Body scanning should be voluntary for passengers at EU airports, argued Parliament's Transport Committee on Tuesday. If scanners are used, health and fundamental rights must be safeguarded along with personal data, dignity and privacy. No body images should be seen and, for health reasons, no X-ray-based scanners should be allowed at EU airports, say MEPs. They also restate their view that the ban on carrying liquids on planes should be lifted by 2013.
The European Commission intends to propose new rules this summer that would add body scanners to the list of EU-authorised methods for screening passengers. Some Member States (the UK, the Netherlands, Germany, Italy, France and Finland), have already tested such scanners. Parliament will have a veto right over the new rules once they are drafted but at this stage MEPs are sending an advance signal of their wishes.
Acknowledging that body scanners would enhance aviation security, MEPs "ask the Member States to deploy technology which is the least harmful for human health" and which addresses privacy concerns. Meanwhile, "scanners using ionising radiation should be prohibited in the EU", they believe.
Passengers should be given the right to refuse body scanning and submit to alternative screening methods that guarantee the same level of effectiveness while respecting their rights and dignity, says the committee. "Such a refusal should not give rise to any suspicion of the passenger".
Random selection should be applied and passengers must not be selected to pass through a body scanner on the basis of discriminatory criteria, stress MEPs, adding that "any form of profiling based on, for example, sex, race, colour, ethnicity, genetic features, language, religion or belief is unacceptable". Particular attention should be paid to the welfare of pregnant women, children, elderly people as well as people with disabilities, implanted or other medical devices or those carrying essential medicines.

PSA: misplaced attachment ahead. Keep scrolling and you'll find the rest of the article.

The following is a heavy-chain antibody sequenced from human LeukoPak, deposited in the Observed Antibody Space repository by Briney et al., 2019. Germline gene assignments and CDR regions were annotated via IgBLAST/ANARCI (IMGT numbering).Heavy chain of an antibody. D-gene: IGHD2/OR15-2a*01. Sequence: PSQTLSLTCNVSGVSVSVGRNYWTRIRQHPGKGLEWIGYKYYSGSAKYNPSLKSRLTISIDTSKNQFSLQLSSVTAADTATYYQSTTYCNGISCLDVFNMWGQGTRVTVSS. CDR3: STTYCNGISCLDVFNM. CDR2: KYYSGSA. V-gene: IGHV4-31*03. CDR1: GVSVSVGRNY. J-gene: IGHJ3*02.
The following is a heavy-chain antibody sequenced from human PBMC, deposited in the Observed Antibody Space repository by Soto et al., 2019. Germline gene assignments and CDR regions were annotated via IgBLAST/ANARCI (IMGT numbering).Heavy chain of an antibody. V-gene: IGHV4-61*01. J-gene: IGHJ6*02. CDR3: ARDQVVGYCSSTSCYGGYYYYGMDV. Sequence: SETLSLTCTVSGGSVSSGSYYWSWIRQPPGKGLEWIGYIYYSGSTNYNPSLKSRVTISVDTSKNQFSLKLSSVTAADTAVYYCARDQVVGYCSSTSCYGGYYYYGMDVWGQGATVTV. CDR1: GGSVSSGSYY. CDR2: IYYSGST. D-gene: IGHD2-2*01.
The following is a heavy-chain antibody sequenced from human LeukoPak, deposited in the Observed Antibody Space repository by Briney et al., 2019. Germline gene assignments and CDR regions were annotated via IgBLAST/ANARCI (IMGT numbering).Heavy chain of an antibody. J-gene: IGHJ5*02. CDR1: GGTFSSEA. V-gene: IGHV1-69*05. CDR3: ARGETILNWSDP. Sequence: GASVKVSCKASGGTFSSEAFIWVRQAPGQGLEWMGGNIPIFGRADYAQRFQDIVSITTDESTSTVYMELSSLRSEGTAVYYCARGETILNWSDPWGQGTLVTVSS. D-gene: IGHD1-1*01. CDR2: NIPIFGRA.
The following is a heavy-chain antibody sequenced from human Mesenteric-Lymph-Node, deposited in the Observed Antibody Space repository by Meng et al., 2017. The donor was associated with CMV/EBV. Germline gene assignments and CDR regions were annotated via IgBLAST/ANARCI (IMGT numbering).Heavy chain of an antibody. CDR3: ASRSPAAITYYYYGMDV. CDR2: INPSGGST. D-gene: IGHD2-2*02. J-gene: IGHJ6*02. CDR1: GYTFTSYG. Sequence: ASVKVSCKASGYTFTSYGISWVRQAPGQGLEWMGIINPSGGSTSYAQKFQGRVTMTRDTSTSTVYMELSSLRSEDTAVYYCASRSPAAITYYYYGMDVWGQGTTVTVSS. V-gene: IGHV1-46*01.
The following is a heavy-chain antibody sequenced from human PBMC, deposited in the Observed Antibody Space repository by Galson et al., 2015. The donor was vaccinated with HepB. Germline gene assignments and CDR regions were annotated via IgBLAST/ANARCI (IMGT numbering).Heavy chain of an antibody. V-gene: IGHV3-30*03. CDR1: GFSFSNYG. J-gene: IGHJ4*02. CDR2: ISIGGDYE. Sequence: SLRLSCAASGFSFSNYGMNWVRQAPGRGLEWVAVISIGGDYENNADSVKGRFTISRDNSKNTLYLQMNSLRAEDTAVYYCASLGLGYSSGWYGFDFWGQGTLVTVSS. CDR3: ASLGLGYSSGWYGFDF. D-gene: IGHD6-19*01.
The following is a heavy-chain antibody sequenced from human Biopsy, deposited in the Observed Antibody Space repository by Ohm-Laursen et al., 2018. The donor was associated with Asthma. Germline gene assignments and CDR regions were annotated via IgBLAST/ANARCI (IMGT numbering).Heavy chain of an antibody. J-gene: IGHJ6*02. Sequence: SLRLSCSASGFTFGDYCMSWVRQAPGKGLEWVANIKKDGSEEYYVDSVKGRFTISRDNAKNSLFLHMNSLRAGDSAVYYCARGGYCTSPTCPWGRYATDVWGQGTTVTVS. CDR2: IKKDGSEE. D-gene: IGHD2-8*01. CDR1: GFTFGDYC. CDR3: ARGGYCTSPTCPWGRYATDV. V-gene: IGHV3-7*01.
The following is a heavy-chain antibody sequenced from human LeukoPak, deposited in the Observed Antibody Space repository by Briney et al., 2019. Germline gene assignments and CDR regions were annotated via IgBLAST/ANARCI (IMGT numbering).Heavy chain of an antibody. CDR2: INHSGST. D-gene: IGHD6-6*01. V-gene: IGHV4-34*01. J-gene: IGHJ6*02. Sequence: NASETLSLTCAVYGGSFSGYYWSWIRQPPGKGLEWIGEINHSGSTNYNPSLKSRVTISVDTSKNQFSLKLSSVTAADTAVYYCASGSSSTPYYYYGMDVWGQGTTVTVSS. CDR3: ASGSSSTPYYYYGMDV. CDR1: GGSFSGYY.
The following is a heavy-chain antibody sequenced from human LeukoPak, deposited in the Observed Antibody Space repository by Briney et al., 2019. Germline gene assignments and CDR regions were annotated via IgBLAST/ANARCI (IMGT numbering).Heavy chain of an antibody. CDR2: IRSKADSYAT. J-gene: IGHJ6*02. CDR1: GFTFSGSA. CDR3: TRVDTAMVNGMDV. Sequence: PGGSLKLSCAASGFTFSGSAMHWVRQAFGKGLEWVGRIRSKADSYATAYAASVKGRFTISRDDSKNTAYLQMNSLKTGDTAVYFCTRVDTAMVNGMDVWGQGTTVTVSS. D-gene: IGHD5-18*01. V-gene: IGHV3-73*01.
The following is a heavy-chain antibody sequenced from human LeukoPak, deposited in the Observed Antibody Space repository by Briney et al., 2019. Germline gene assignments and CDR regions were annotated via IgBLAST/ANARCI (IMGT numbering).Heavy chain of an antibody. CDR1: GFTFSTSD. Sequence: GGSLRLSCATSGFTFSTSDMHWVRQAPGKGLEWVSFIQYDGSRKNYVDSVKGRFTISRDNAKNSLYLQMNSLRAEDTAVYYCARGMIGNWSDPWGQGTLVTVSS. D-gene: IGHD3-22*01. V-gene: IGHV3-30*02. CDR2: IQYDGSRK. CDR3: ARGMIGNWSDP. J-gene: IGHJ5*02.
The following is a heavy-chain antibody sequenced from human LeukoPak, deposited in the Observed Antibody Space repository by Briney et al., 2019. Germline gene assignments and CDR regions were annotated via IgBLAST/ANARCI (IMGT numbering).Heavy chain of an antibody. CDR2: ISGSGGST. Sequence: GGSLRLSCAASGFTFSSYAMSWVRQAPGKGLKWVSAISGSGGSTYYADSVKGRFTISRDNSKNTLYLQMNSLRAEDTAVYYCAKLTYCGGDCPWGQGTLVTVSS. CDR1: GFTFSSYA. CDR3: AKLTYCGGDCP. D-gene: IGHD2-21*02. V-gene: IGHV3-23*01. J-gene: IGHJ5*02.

Member States should also provide extra control points and security staff to ensure that passengers are not slowed down by the need to pass through body scanners, says the Transport Committee.
No body images, no storage
To guarantee human dignity, privacy and intimacy, "only stick figures should be used" and "no body images may be produced", argue MEPs. They add that the images "must be destroyed right after the person has passed through the security control and may not be stored". Furthermore, "the technology used must not have the capabilities to store or save data".
Financing aviation security
Security charges should be transparent, they should be used only to cover security costs, and Member States which decide to apply more stringent measures should finance the ensuing additional costs, maintains the committee. It also recommends that every passenger’s ticket show the cost of security measures.
Ban on liquids should be lifted in 2013
The committee "upholds its standpoint that the ban on carrying liquids should come to an end in 2013". It invites Member States and airports to "ensure that adequate technology is available in good time so that the scheduled end of the ban on carrying liquids does not have the effect of undermining security".
Stricter checks on air cargo
MEPs also call on the Commission and Member States to strengthen checks on air cargo, especially on that originating in third countries, particularly where it is carried on passenger planes. Pointing out that "100% scanning of cargo is not practicable", they ask the Commission to devise criteria for identifying high-risk cargo.
MEPs call for international coordination of aviation security, with mutual recognition of such measures and one-stop security so that passengers, luggage and cargo at EU airports are screened only once.
The own-initiative report, drafted by Luis de Grandes Pascual (EPP, ES), was adopted by the committee with 37 votes in favour, 2 against and 3 abstentions. The plenary vote is planned for 23 June.
In the chair: Brian Simpson (S&D, UK)